Veganuary is a UK non-profit organisation that aims to promote and encourage veganism by encouraging people to follow a vegan lifestyle throughout January. The main focus of the 31-day challenge is asking people only to eat vegan products, but some take it a step further and adjust the clothes they buy.
This year in 2021, a record 500,000 people have promised to participate in Veganuary, 100,000 more than in 2020. Many fast food openings also launch new contributions during Veganuary, including Greggs’s famous vegan sausage roll in 2019 and Subway, which found its new meat Tastes Like Chicken. Free sub this month.
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What is Veganism?
In short, veganism is an extreme extension of vegetarianism; It is a diet and lifestyle that does not consist of animal products or by-products. A lot has changed regarding vegan diet, lifestyle, and history over the last two centuries. Let’s look back and explore precisely what Veganuary celebrates and how you can get involved.
What does Veganuary support?
The work carried out by Veganuary far exceeds the month of January. Throughout the year, the nonprofit organisation supports individuals and businesses in transitioning to a plant-based diet. It is all with brands, restaurants, and supermarkets to create, launch and promote new vegan items to help people transition to veganism to protect the environment, animals, and the health of millions of people. He also raises awareness of animal suffering, working with several activists to spread awareness.
Why would you do Veganuary?
With so many health assistances of going vegan, trying Veganuary might be just what your lifestyle needs. Studies show that people with vegan or vegetarian diets have a much lower risk of various diseases, including diabetes and heart disease.
Furthermore, Veganuary is also a great way to get healthier and lose weight after the festive period, as vegan diets naturally reduce calorie intake, promoting healthy weight loss. Veganuary has many benefits, so why not make it a part of your lifestyle, even if it’s just for a month?
How to make Veganuary in a way that works for you
If you’ve decided to go from being a meat eater on New Year’s Eve to be a vegan on January 1, you can’t afford to do what we often suggest: go in through vegetarianism first. But there are many ways to stay on track with Veganuary and meet your New Year’s goal.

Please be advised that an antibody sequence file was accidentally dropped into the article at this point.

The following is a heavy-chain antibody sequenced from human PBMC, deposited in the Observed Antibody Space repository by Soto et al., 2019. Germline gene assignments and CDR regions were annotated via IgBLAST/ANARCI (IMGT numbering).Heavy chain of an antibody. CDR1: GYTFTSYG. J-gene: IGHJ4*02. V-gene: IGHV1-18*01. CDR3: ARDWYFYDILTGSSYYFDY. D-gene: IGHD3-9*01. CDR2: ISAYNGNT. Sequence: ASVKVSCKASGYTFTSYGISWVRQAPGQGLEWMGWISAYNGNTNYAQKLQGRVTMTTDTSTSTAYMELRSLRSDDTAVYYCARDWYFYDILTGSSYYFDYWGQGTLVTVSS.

1. Get creative with recipes
Don’t stick to the same three recipes every day. You’ll get bored and more likely to quit.
Take a look on Instagram and browse the abundance of vegan recipes for inspiration. From #Vegan, #VeganInspo, #VeganFood, and #VeganRecipes, you’ll be spoiled for choice. Why not invest in new kitchen equipment or create a food Instagram account to celebrate the event? And if you want to pay attention to helping small support businesses. Deliveroo now has a section you can filter by vegan – takeaway doesn’t have to be complicated anymore!
2. Don’t beat yourself up for setbacks
It can take, on a regular, between 21 and 66 days to completely change our behavioural cycles and turn them into natural habits. Slipping is part of human nature, especially when trying something new. The important thing is to remount and continue. Remember, it’s a marathon, not a sprinting.
3. Make it fun
If you find it hard to stick to a new way of eating and living, why not ask your friends to join you? You don’t have to change your diet totally. But it’s always more fun when you’re together, there’s a reason people suggest having an accountability partner. You can have Zoom cooking classes or a Zoom version of Come Dine With Me. It surely makes a change from the thousands of Zoom! quizzes!
4. Cook in bulk
Bulk cooking is perfect for anyone, not just vegans. Whether you want to stick to your macronutrients, cut back on spending pennies on takeout, or reduce time spent cooking. Having a freezer full of meals ready for the week is super satisfying and you’re more likely to stick with it.
5. Know what you can eat
There are hundreds of communal media pages, websites, and forums that give you a rundown of what you can and can’t eat as a vegan, making shopping simple. So try the app Is it vegan? which lets you to scan the barcode to find out if the item is, in fact, vegan.
6. Know which products you can use
Many perceive that going vegan is about changing their diet, however, eliminating meat and animal by-products goes far beyond what we have for each meal.
There are tons of non-food products on the market that are made unethically and use animal products. Identifying and then not using these products is a big part of vegan living.
Common Vegan myths
Aren’t vegan diets lacking in protein?
Green vegetables, beans and legumes, grains and nuts are great sources of protein that are meatless and packed with flavor. Your Veganuary can also look for protein in everyday foods you already have in your pantry, like pasta and potatoes.
Isn’t a vegan diet restrictive?
Many avoid committing to Veganuary thinking that the vegan diet is too restrictive, but it is far from it. Many households are already stocked with plenty of vegan-friendly foods, which makes your Veganuary opportunity seem a little less daunting.
Isn’t honey suitable for vegans?
Factors like this are leading to a decay in the bee population, making any bee product or by-product unsuitable for vegans. Cutting any bee products out of your lifestyle during Veganuary is just a great way to help the animals, try new alternatives, and help do your part for the bees.
There are various motives why people choose to live vegan and choose to adapt their everyday actions and behaviors to meet the requirements. Whether it’s because of the exceptional health benefits of the vegan diet or because of the moral stance it takes on animal cruelty, being vegan can be incredibly positive and often requires only small changes.